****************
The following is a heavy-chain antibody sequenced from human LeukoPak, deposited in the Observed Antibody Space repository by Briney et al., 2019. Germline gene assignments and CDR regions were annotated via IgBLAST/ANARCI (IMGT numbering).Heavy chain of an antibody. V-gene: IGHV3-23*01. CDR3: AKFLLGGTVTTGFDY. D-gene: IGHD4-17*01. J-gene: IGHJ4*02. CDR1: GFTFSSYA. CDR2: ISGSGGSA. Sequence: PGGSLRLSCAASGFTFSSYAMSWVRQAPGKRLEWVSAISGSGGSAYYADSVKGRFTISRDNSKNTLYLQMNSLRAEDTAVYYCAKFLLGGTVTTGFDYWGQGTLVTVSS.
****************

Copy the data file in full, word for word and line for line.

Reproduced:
The following is a heavy-chain antibody sequenced from human LeukoPak, deposited in the Observed Antibody Space repository by Briney et al., 2019. Germline gene assignments and CDR regions were annotated via IgBLAST/ANARCI (IMGT numbering).Heavy chain of an antibody. V-gene: IGHV3-23*01. CDR3: AKFLLGGTVTTGFDY. D-gene: IGHD4-17*01. J-gene: IGHJ4*02. CDR1: GFTFSSYA. CDR2: ISGSGGSA. Sequence: PGGSLRLSCAASGFTFSSYAMSWVRQAPGKRLEWVSAISGSGGSAYYADSVKGRFTISRDNSKNTLYLQMNSLRAEDTAVYYCAKFLLGGTVTTGFDYWGQGTLVTVSS.